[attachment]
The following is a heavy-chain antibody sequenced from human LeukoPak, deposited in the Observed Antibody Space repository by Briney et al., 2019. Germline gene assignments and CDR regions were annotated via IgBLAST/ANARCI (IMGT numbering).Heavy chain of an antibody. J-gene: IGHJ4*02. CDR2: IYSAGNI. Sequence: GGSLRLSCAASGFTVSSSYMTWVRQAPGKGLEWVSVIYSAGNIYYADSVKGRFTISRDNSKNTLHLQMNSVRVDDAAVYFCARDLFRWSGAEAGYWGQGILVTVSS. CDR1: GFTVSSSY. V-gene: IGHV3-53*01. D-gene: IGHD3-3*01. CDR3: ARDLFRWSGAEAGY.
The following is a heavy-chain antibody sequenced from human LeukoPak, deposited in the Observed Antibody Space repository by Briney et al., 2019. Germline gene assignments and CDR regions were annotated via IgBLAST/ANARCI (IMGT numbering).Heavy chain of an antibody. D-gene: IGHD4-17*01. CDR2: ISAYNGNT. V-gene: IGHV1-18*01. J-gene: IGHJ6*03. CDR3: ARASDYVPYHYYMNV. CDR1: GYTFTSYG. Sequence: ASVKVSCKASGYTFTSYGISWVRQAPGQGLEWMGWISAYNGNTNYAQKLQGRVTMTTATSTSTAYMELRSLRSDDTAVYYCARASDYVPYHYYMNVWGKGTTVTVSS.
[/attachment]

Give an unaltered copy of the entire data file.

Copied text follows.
The following is a heavy-chain antibody sequenced from human LeukoPak, deposited in the Observed Antibody Space repository by Briney et al., 2019. Germline gene assignments and CDR regions were annotated via IgBLAST/ANARCI (IMGT numbering).Heavy chain of an antibody. J-gene: IGHJ4*02. CDR2: IYSAGNI. Sequence: GGSLRLSCAASGFTVSSSYMTWVRQAPGKGLEWVSVIYSAGNIYYADSVKGRFTISRDNSKNTLHLQMNSVRVDDAAVYFCARDLFRWSGAEAGYWGQGILVTVSS. CDR1: GFTVSSSY. V-gene: IGHV3-53*01. D-gene: IGHD3-3*01. CDR3: ARDLFRWSGAEAGY.
The following is a heavy-chain antibody sequenced from human LeukoPak, deposited in the Observed Antibody Space repository by Briney et al., 2019. Germline gene assignments and CDR regions were annotated via IgBLAST/ANARCI (IMGT numbering).Heavy chain of an antibody. D-gene: IGHD4-17*01. CDR2: ISAYNGNT. V-gene: IGHV1-18*01. J-gene: IGHJ6*03. CDR3: ARASDYVPYHYYMNV. CDR1: GYTFTSYG. Sequence: ASVKVSCKASGYTFTSYGISWVRQAPGQGLEWMGWISAYNGNTNYAQKLQGRVTMTTATSTSTAYMELRSLRSDDTAVYYCARASDYVPYHYYMNVWGKGTTVTVSS.